The citizens of France today celebrated their national day.
US Secretary of State, Hillary Rodham Clinton, speaking in Washington, DC, extended the congratulations of President Obama and the people of the United States, to the people of France on their National Day.
“Since the founding of our democracy, France has been a dedicated and enduring partner to the American people.” -Ms. Clinton
Ms. Clinton highlighted that a lifelong scholar of French philosophy, Thomas Jefferson had authored the U.S. Declaration of Independence drawing largely on ideas expressed by Montesquieu, Voltaire, and Diderot. She stressed that following the formation of American government, Jefferson concluded in 1791, “I would rather be exposed to the inconveniences attending too much liberty than to those attending too small a degree of it.”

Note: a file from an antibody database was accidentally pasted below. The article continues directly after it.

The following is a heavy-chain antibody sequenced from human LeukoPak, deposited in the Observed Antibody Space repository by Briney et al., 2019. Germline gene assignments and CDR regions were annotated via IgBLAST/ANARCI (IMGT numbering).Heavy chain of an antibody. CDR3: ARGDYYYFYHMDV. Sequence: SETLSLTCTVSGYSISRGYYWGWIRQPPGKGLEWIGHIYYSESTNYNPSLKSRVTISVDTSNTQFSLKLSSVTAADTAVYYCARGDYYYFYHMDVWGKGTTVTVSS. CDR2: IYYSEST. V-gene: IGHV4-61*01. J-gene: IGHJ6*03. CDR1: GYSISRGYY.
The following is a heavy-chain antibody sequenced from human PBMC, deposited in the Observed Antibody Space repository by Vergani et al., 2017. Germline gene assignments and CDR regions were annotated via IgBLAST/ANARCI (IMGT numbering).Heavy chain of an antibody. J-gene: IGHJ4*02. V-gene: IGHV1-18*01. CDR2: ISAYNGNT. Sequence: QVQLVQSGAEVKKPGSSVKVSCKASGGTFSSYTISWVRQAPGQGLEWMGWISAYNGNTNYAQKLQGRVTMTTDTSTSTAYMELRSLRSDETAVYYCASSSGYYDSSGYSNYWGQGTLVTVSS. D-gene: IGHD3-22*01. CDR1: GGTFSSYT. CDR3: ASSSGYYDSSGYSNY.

Ms. Clinton stressed that creating and sustaining a representative government is never easy, but the United States and the world have drawn inspiration from the French Republic for more than two centuries.
“Founded on shared ideals of liberty and equality and strengthened through the sufferings and triumphs of two world wars, this relationship is a powerful example to the world. Please accept my heartfelt congratulations on this special day.” -Ms. Clinton
The healthcare system of France was ranked first worldwide by the World Health Organization (WHO) in 1997 and then again in 2000. Healthcare is free for people affected by chronic diseases such as cancer, AIDS or Cystic Fibrosis.